Well there are a few things to consider. The first thing is you are investing in an animal that will have an influence on three generations of your herd. So you need to recognise that you are buying an animal that offers value over a long time.
More importantly, the traits or genetics that bull has, may allow you to produce more kilograms of beef more quickly, or hit your market specifications more efficiently. These improvements in your herd can earn you more, so spending on genetics might well be justified.
I reckon there are some things to think about when determining your spending limit. Firstly how many cows will your bull be joined to in his working life? Unfortunately the average working life of bulls is only around 3.5 years. Many bulls seem to break down physically after this time. This means if you want a bull to have a longer working life, you need to focus on structural soundness as much as on genetic potential.
How many cows will your bull be joined to? On average most producers join bulls at a rate of 3% to their cow groups. Some bulls get slightly higher numbers, but this is pretty much a common joining rate in southern Australia (NSW, Vic, SA, Tas and southern WA). From that we can work out that a bull will probably sire 30 calves a year for 3.5 years. Which means an average bull may sire about 105 calves in his working life.
According to Beef Central, the average price for a bull across all breeds in 2014 was $4639. on current market prices, the salvage value of a bull, that is what it is worth at the end of his working life is around $1500. From this we can work out that the bull is actually worth about $3,139. From this, you can work out the value of every each calf he sires. In this example the cost per calf will be $29.89
If that is the cost of an average calf, then why would you spend more? It now comes back to how much you want to improve your performance. Not every bull is average! Some bulls will grow faster, be leaner or fatter at the same stage of growth, some have better temperament and some have more muscle.
Genetic differences are the key to how productive your herd is. Finding a bull with the genetic potential to move your herd can now be budgeted.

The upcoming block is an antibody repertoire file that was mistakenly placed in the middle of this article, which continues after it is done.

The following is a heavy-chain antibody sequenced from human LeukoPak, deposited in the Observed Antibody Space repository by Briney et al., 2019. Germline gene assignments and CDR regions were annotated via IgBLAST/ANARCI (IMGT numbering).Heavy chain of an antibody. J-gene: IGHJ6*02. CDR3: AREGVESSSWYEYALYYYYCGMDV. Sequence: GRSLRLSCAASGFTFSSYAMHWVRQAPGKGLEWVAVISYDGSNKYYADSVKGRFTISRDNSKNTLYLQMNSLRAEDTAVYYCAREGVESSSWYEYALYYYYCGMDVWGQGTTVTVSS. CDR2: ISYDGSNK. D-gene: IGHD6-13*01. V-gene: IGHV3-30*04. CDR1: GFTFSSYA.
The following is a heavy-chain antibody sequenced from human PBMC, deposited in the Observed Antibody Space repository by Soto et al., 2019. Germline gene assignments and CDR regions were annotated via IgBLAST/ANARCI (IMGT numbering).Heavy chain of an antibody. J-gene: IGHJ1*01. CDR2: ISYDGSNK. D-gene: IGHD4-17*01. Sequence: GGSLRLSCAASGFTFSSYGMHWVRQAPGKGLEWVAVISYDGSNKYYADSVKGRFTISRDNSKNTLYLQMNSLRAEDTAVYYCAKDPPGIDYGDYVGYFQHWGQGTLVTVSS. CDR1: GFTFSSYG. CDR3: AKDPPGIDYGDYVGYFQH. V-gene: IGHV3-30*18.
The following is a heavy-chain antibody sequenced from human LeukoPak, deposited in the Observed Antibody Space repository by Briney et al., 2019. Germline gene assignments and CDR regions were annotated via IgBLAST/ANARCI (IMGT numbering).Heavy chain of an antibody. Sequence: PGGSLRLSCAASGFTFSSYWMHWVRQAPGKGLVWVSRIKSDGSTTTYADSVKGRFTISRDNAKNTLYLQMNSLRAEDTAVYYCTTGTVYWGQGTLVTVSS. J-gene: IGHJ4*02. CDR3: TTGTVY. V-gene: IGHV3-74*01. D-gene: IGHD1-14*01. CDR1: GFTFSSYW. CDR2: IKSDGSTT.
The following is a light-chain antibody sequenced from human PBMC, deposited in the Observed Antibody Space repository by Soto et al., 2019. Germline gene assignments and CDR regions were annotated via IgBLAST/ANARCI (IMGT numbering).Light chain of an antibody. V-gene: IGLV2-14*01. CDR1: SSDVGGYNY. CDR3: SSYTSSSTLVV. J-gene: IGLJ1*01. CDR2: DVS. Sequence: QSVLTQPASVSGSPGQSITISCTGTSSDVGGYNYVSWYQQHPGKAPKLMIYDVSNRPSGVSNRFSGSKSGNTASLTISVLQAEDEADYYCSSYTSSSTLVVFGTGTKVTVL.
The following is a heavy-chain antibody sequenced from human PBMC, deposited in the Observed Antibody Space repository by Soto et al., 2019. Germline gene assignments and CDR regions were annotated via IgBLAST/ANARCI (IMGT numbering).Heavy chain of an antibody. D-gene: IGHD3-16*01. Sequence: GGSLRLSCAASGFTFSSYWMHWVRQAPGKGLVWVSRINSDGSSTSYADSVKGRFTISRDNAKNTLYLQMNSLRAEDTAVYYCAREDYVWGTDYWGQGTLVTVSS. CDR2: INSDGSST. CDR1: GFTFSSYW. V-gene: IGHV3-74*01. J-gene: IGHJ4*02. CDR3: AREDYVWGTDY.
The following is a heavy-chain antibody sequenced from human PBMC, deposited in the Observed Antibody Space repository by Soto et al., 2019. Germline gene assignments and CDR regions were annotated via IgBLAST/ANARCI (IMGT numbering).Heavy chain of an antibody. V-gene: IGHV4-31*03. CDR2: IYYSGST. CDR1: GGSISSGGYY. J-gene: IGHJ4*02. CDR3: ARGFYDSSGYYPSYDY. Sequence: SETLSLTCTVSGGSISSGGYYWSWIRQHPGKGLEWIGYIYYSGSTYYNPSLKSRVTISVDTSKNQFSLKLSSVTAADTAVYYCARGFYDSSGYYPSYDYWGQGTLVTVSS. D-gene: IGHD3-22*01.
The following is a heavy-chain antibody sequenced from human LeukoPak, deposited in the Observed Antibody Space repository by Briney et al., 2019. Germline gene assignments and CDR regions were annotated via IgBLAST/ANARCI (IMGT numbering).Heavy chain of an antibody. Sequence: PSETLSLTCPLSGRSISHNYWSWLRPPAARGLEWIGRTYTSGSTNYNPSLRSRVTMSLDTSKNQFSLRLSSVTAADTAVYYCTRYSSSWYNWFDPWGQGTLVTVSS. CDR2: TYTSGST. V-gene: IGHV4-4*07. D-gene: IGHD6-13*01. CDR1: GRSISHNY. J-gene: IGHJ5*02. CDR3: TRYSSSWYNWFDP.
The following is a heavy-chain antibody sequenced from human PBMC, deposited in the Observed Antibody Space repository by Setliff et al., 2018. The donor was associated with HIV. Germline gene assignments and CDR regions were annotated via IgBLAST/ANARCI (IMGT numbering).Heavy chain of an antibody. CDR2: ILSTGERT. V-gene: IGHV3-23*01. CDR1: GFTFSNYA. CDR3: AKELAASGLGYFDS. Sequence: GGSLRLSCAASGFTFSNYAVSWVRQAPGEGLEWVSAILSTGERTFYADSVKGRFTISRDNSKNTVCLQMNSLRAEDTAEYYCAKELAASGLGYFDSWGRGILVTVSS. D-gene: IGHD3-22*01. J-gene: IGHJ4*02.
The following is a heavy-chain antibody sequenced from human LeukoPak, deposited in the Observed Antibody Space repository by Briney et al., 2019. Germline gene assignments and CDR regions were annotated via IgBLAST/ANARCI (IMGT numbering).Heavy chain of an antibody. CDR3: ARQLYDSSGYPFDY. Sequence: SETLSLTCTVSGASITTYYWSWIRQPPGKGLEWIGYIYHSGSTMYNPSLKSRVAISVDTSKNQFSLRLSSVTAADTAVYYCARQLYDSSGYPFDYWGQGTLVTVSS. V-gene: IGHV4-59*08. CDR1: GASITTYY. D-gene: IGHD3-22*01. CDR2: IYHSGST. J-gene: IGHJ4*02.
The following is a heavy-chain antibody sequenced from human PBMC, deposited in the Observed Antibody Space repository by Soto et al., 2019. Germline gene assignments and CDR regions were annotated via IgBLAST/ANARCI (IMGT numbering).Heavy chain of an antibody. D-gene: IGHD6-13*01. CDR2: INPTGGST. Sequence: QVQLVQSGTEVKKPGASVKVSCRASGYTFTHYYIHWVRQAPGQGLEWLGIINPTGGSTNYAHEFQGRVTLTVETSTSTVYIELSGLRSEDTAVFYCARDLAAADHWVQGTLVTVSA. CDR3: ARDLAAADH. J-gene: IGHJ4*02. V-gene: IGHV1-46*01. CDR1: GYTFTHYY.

It might be that if you can produce calves that will grow slightly faster than the average, you could turn your steer progeny off 3 weeks earlier. This earlier turn off might allow you to capture a higher market return, and the extra value on those steers justifies spending more than the average on a new bull.
I reckon the challenge in determining how much it costs to buy cattle, isn't about the round figure sale price everyone likes to quote. Instead I reckon its about working out:
how much your calves cost you?
can better genetics help you achieve your target more efficiently?
is there a financial advantage to be had - either in the paddock or at sale time?
If you can answer those questions then I reckon you can work out the price you can afford to spend on bulls. And if you don't really know how to start answering those questions, I reckon you should give me a call and I'll help you come up with some results to take you forward.
How profitable is beef production? Its really common to hear people state they are only getting paid at the same levels as they were in the 1970's. The people making these statements generally compare the average price per kilogram they received in the 1970s with the current average price per kilogram they are receiving.
While it is simple to directly compare these prices, I reckon its not actually a fair comparison or an accurate measurement of the profitability of beef production.
There has been plenty of work done with producers to evaluate the drives of profit in a beef enterprise. In simple terms, the profit of a beef enterprise is driven largely by the costs of production. In fact work by Holmes & Sackett identify that 80% of the variation in beef enterprise profitability is due to the variability in cost of production.
So the average price per kilogram received in beef enterprises only accounts for 20% of the variation in profitability. Cost of production can be really variable. Costs don't really change a lot between enterprises. The big variable is the amount of kilograms per hectare an enterprise produces.
The big driver of beef profitability comes back to how many kilograms of beef produced each year. So I reckon if you want to do a truly fair comparison between the profits of the 1970s and now, you need to be discussing how many kilograms of beef you produce per hectare and look back at how much that has changed.
The opportunities to produce more kilograms of beef per hectare have never been greater for producers. The past 30 years have seen massive improvements in cattle genetics; pasture varieties; fertiliser choices and a range of other management options.
I reckon for producers who want to be profitable or want to be more profitable, there are fantastic opportunities. Choosing to believe comparisons based based purely on historical prices won't do anything towards helping drive your profits.
If you really want to work out how far your industry or your own enterprise has come, then take the time to work out how much your production levels have changed. If they haven't really changed, then I reckon you need to look at some options to take you forward.
It doesn't mean that the average price per kilogram that you receive isn't important. There are plenty of options to improve that price. However I reckon the big wins will always come from focussing on production first, because these wins can often happen through some simple on farm changes.
So in simple terms, I reckon beef production is much more profitable than 30 years ago. Once you compare the increases in your kilograms of beef per hectare, I'd be surprised if you didn't reckon the same.
How big are your cows? That's a question I ask producers in almost every conversation. Not because I think bigger is better! Rather knowing the size of cows helps me to develop recommendations from feeding through to stocking rates and options for markets.